• Four courses from the following three groups, at least one course from each group:
    • GROUP A
      • GEOL 410 Structural Geology and Tectonics
      • GEOL 411 Tectonics and Geophysics
      • GEOL 412 Petrology
    • GROUP B
      • GEOL 420 Earth Surface Processes
      • GEOL 421 Depositional Environments
    • GROUP C
      • GEOL 430 Ground & Surface Water Hydrology
      • GEOL 431 Soils and Sustainable Agriculture
      • GEOL 432 Climate Systems
  • Two of the following supporting science courses from two different departments:
    • BIOL 111 Ecological Biology
    • CHEM 111 Principles of Chemistry
    • CS 128 Programming and Problem Solving
    • MATH 120 Elementary Statistics
    • MATH 180 Calculus A
    • PHYS 120 General Physics I
    • PHYS 125 Analytical Physics I
  • One of the following department-approved experiences
    • GEOL 475 Senior Comprehensive Examination
    • GEOL 481 Internships, Field Studies and Other Field Experiences
    • GEOL 486 Independent Student Research

View a full list of courses and their descriptions.

Yes! To earn a minor in Earth and environmental science, you must complete the following:

  • GEOL 201 Earth and the Environment
  • Two of the following core courses:
    • GEOL 314 Interpreting Earth History
    • GEOL 315 Earth Materials
    • GEOL 316 Geochemistry
  • Two of the following upper-level courses:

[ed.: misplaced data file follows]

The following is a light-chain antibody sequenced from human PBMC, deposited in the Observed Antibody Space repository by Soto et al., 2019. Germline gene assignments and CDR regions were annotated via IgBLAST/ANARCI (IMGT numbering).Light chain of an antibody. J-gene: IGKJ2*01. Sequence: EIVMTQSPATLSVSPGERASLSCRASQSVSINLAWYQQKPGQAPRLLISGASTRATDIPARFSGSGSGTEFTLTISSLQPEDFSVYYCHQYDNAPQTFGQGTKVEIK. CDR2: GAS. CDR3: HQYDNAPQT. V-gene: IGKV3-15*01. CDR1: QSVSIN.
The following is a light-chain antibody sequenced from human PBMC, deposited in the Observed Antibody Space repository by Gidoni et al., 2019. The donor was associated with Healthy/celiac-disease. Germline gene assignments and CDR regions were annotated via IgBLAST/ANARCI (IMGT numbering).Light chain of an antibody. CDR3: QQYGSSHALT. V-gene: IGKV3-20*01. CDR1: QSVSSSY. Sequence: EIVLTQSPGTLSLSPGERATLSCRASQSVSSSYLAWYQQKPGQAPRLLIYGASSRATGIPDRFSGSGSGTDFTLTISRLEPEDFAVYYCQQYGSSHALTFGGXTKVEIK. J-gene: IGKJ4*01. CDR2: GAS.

• GEOL 410 Structural Geology and Tectonics
    • GEOL 411 Tectonics and Geophysics
    • GEOL 412 Petrology
    • GEOL 420 Earth Surface Processes
    • GEOL 421 Depositional Environments
    • GEOL 430 Ground & Surface Water Hydrology
    • GEOL 431 Soils and Sustainable Agriculture
    • GEOL 432 Climate Systems

View a full list of courses and their descriptions.

Employment opportunities in the Earth and environmental sciences are outstanding, with some of the highest starting salaries among the sciences, according to the U.S. Bureau of Labor Statistics.

Recent Earlham Earth and environmental science graduates are employed in the fields of hydrology, environmental remediation and regulation, natural resource management, geologic hazards, climate change research, energy development, education, planning and GIS, agriculture and environmental law.

Recent majors have interned at places including the Smithsonian Museum of Natural History, NASA’s Lunar Planetary Institute, Patriot Engineering, the Mammoth Site, Wayne County GIS and the Indiana Department of Environmental Management. You’ll also have opportunities for hands-on curation, outreach and exhibit design experience working at our on-campus Joseph Moore Museum. As a result, many students are hired soon after graduation or attend graduate school with full funding.

You can learn more about finding Earth and environmental science internships by visiting the Earlham Center for Global and Career Education.

Through our 3+1 Education Program, you can earn a Bachelor of Arts (B.A.), Master of Arts in Teaching (M.A.T.) and teaching license—all in just nine semesters.

You’ll leave Earlham with two degrees, licensed to teach grades 5-12 in Indiana. (And it’s easy to transfer your license to other states—many of our graduates do!)

Learn more about our 3+1 program.

Beyond an Earth science course, Earth and environmental science is not commonly taught in high schools, so there is no expectation that you’ll come to the program with a great deal of prior knowledge. Curiosity and the ability to do sound scientific work are most important.

If you want to work outside, travel, solve environmental problems, manage natural resources, research clean energy or better understand our changing climate, this would be a great program for you.